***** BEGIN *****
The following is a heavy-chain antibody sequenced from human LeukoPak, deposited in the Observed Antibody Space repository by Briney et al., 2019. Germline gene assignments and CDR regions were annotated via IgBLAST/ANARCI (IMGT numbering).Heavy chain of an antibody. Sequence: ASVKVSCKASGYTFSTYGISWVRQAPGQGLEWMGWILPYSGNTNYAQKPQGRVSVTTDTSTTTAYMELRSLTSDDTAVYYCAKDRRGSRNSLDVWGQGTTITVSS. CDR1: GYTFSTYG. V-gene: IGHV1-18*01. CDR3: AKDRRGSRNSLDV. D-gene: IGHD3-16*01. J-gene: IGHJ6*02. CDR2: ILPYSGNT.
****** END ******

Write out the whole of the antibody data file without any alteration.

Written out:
The following is a heavy-chain antibody sequenced from human LeukoPak, deposited in the Observed Antibody Space repository by Briney et al., 2019. Germline gene assignments and CDR regions were annotated via IgBLAST/ANARCI (IMGT numbering).Heavy chain of an antibody. Sequence: ASVKVSCKASGYTFSTYGISWVRQAPGQGLEWMGWILPYSGNTNYAQKPQGRVSVTTDTSTTTAYMELRSLTSDDTAVYYCAKDRRGSRNSLDVWGQGTTITVSS. CDR1: GYTFSTYG. V-gene: IGHV1-18*01. CDR3: AKDRRGSRNSLDV. D-gene: IGHD3-16*01. J-gene: IGHJ6*02. CDR2: ILPYSGNT.